*** DEBUG END ***

Governors sacked at Muslim school in Birmingham

30 May 2014


Interim board: Al-Hijrah school 

Interim board: Al-Hijrah school 

BIRMINGHAM city council has sacked the governors of the Muslim voluntary aided Al-Hijrah School, Birmingham, and appointed an interim executive board and a new acting head teacher after OFSTED inspections over several months showed a serious decline in standards, the council has confirmed.

The decision to disband the governing body, "which no longer has any power or responsibility in matters relating to the school", was taken with the backing of the Department for Education (DfE), a council statement said. A recent monitoring visit by inspectors found "continued failings related to the school's governance, financial stability, and its improvement plan", it said.

The move has been strongly resisted by the staff and governors of Al-Hijrah. Members of the new interim board who visited the school on Thursday last week withdrew "after it became clear staff were not going to co-operate", the statement said. They would return next Monday, when the school reopens after half term, to explain the situation to parents.

Press reports said that a council officer who tried to enter the school was turned away by security guards hired by the governors.

The heavily oversubscribed Al-Hijrah School opened in 1988 as an independent school, but became a publicly funded voluntary aided school in 2002. It is not one of the 21 schools inspected in connection with the "Trojan horse" allegations (News, 16 May), but is connected to them through its governors, one of whom was a "consultant" at one of the affected schools.

Tariq Alam, who chairs the governors at Park View Academy, at the centre of the allegations, is reportedly secretary of the Al-Hijrah Trust, which runs a school in Balochistan, in Pakistan. It is also associated with the neighbouring Al-Hijrah Training Academy.

The academy's website says that its courses are designed to help parents, teachers, governors, and educational institutions ensure that the moral and spiritual needs of the half-million Muslim children who attend maintained schools in Britain are met.

Birmingham clergy and diocesan officials have expressed concern that the investigations sparked by the Trojan-horse affair are damaging community relations. The Bishop of Birmingham, the Rt Revd David Urquhart, is a member of a group of city leaders set up by the council to review the allegations.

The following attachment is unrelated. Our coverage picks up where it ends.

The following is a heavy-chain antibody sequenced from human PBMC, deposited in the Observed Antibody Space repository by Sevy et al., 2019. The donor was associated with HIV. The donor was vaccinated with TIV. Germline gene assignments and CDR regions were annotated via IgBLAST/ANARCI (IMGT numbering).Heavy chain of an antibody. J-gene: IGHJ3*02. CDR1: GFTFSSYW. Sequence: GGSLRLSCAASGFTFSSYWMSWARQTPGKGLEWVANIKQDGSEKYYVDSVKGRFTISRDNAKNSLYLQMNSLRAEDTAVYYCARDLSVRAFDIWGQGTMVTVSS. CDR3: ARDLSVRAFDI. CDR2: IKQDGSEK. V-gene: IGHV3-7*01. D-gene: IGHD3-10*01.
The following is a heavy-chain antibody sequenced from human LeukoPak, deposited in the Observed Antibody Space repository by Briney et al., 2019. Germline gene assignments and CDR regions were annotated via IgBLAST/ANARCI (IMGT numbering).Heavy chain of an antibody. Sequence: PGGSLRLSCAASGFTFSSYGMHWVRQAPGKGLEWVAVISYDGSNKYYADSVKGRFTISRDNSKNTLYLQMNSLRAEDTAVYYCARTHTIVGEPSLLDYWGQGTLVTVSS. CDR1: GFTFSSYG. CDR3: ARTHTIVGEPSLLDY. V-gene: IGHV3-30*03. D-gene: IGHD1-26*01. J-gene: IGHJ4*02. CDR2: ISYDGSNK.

Muslim-school dispute.

OFSTED inspectors investigating allegations of fundamentalist Salafist teaching at the independent Olive Tree Muslim primary school, Luton, met strong resistance from parents, The Guardian newspaper reports.

The allegations were denied by Olive Tree school's chairman of governors, Farasat Latif, who said that the inspectors had asked pupils inappropriate questions about the teaching of homosexuality.

Reports in The Guardian say that the secretary general of the Muslim Council of Britain, Farooq Murad, has written to OFSTED's chief inspector, Sir Michael Wilshaw, seeking clarification of the situation.

OFSTED did not usually inspect independent schools, but could do so at the request of the DfE, a spokesman said this week. The agency did not comment on inspections before reports were published, he said.

Browse Church and Charity jobs on the Church Times jobsite

Forthcoming Events


Church Times/RSCM:

Festival of Faith and Music

26 - 28 April 2024

See the full programme on the festival website. 

Early bird tickets available


Intercultural Church for a Multicultural World

28 May 2024

A Church Times/Church House Publishing webinar

Tickets are FREE


Church Times/Modern Church:

A Political Faith?

Monday 3 June 2024

This panel will explore where Christians have come to in terms of political power and ask, where should we go next?

Online tickets available


Church Times/Modern Church:

Participating in Democracy

Monday 10 June 2024

This panel will explore the power of voting, and power beyond voting.

Online tickets available


Green Church Awards

Closing date: 30 June 2024

Read more details about the awards


Welcome to the Church Times


To explore the Church Times website fully, please sign in or subscribe.

Non-subscribers can read four articles for free each month. (You will need to register.)